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One question at UN Syria talks: What does Russia want?

Published: Updated:

The first UN-led Syria peace talks in almost a year are in danger of getting lost in procedure, as officials obsess about who will meet whom, but behind the scenes diplomats say it’s largely up to Russia to call the tune.

Russia and the United States were the prime movers behind the last peace talks, which halted as the war heated up.

With the United States now taking a diplomatic back seat, Russia - whose military intervention turned the tide of Syria’s war and helped President Bashar al-Assad recapture Aleppo - is potentially a kingmaker.

But its endgame is unclear.

“Our task is only to stabilize the legitimate authorities and deliver a final blow against international terrorism,” Russian President Vladimir Putin said on Thursday at a military ceremony as the Geneva talks began.

Moscow has sought to revive diplomacy since its air force helped the Syrian army and allied militias defeat rebels in Aleppo in December, Assad’s biggest victory in six years of war.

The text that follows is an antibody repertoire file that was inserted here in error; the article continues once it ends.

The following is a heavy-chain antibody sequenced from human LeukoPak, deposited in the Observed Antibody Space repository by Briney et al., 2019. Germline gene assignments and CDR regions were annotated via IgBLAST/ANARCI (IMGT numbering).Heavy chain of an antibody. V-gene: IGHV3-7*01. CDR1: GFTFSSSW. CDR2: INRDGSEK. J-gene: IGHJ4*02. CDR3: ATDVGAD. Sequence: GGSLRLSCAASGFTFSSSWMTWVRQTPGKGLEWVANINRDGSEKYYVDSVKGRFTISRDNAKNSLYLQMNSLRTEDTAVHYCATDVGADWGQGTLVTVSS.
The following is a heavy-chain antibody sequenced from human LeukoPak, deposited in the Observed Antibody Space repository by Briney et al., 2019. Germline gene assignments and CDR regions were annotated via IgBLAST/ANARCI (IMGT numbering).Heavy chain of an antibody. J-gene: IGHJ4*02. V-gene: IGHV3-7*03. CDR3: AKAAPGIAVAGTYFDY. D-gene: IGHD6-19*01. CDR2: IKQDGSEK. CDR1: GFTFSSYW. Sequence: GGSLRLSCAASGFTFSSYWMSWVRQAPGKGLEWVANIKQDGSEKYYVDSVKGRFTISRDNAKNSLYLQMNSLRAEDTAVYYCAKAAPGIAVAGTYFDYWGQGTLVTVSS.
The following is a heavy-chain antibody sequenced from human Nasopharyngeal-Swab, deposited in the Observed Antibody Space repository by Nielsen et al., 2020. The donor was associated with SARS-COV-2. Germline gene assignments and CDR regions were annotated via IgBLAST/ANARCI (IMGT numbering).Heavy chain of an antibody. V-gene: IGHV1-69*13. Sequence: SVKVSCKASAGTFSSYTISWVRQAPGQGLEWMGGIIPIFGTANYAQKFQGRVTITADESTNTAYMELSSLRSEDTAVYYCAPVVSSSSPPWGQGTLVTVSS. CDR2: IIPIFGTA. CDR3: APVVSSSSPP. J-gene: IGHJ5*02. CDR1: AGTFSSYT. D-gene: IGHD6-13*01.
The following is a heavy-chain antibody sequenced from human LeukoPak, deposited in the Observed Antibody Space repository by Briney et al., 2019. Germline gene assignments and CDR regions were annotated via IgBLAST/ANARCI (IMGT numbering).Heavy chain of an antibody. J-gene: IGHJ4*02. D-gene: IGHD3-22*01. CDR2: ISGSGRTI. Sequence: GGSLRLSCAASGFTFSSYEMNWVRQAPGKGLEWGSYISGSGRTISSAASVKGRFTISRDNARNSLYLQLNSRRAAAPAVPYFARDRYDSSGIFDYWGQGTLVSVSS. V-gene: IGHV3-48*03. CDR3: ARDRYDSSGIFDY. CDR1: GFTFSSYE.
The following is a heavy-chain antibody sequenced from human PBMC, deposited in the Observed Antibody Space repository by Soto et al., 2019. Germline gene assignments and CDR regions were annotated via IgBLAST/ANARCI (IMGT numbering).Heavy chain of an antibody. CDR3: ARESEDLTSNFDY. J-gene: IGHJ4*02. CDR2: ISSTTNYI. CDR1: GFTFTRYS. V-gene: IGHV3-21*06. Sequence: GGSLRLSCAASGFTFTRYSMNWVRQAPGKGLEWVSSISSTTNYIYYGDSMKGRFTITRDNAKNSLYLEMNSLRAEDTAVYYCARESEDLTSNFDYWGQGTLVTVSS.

Russia joined with Turkey and Iran to convene intra-Syrian negotiations in the Kazakh capital Astana to reinforce a shaky ceasefire and tried to expand their remit to political aspects, even making public a proposed Moscow-drafted constitution.

With Astana handling the ceasefire, Geneva is left with the political conundrum and a UN mandate to discuss a new constitution, UN-supervised elections and transparent and accountable governance.

There is leeway for different interpretations, and it is unclear to what extent Russia is willing to put pressure on the Syrian government to reach a political deal with the opposition.

Russia supports the creation of a government of national unity, which a senior European diplomat disparagingly said meant bringing in a few dissidents to run the ministry of sports and leaving Assad’s power unchecked.

“If they really wanted to move things along, they could hand Assad his boarding card and pack him off to Caracas,” he said.